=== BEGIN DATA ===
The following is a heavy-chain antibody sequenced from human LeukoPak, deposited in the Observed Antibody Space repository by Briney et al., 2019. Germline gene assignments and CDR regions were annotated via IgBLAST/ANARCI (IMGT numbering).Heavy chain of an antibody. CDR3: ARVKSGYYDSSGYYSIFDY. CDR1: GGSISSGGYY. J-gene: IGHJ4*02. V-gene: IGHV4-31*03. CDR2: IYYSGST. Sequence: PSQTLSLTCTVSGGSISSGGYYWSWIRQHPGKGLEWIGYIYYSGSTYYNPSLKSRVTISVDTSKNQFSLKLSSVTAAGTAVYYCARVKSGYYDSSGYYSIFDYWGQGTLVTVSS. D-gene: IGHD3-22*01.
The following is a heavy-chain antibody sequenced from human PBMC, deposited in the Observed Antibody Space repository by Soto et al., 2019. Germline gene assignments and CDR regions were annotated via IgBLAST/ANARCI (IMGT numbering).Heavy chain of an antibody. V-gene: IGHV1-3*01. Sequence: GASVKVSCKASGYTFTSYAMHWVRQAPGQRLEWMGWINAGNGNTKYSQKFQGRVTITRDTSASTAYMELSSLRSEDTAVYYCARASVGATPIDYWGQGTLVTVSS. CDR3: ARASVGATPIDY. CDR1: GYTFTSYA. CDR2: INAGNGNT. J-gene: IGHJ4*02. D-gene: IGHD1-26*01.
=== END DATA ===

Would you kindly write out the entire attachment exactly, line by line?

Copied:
The following is a heavy-chain antibody sequenced from human LeukoPak, deposited in the Observed Antibody Space repository by Briney et al., 2019. Germline gene assignments and CDR regions were annotated via IgBLAST/ANARCI (IMGT numbering).Heavy chain of an antibody. CDR3: ARVKSGYYDSSGYYSIFDY. CDR1: GGSISSGGYY. J-gene: IGHJ4*02. V-gene: IGHV4-31*03. CDR2: IYYSGST. Sequence: PSQTLSLTCTVSGGSISSGGYYWSWIRQHPGKGLEWIGYIYYSGSTYYNPSLKSRVTISVDTSKNQFSLKLSSVTAAGTAVYYCARVKSGYYDSSGYYSIFDYWGQGTLVTVSS. D-gene: IGHD3-22*01.
The following is a heavy-chain antibody sequenced from human PBMC, deposited in the Observed Antibody Space repository by Soto et al., 2019. Germline gene assignments and CDR regions were annotated via IgBLAST/ANARCI (IMGT numbering).Heavy chain of an antibody. V-gene: IGHV1-3*01. Sequence: GASVKVSCKASGYTFTSYAMHWVRQAPGQRLEWMGWINAGNGNTKYSQKFQGRVTITRDTSASTAYMELSSLRSEDTAVYYCARASVGATPIDYWGQGTLVTVSS. CDR3: ARASVGATPIDY. CDR1: GYTFTSYA. CDR2: INAGNGNT. J-gene: IGHJ4*02. D-gene: IGHD1-26*01.